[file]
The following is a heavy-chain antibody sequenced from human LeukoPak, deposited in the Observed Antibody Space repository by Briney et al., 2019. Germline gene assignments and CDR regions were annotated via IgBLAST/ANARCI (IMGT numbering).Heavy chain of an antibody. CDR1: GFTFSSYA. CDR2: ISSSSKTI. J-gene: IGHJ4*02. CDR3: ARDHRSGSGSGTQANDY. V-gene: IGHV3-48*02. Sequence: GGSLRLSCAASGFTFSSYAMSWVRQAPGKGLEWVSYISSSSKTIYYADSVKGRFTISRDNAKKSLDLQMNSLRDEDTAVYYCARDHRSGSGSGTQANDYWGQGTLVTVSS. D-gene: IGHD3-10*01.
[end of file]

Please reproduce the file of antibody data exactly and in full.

The following is a heavy-chain antibody sequenced from human LeukoPak, deposited in the Observed Antibody Space repository by Briney et al., 2019. Germline gene assignments and CDR regions were annotated via IgBLAST/ANARCI (IMGT numbering).Heavy chain of an antibody. CDR1: GFTFSSYA. CDR2: ISSSSKTI. J-gene: IGHJ4*02. CDR3: ARDHRSGSGSGTQANDY. V-gene: IGHV3-48*02. Sequence: GGSLRLSCAASGFTFSSYAMSWVRQAPGKGLEWVSYISSSSKTIYYADSVKGRFTISRDNAKKSLDLQMNSLRDEDTAVYYCARDHRSGSGSGTQANDYWGQGTLVTVSS. D-gene: IGHD3-10*01.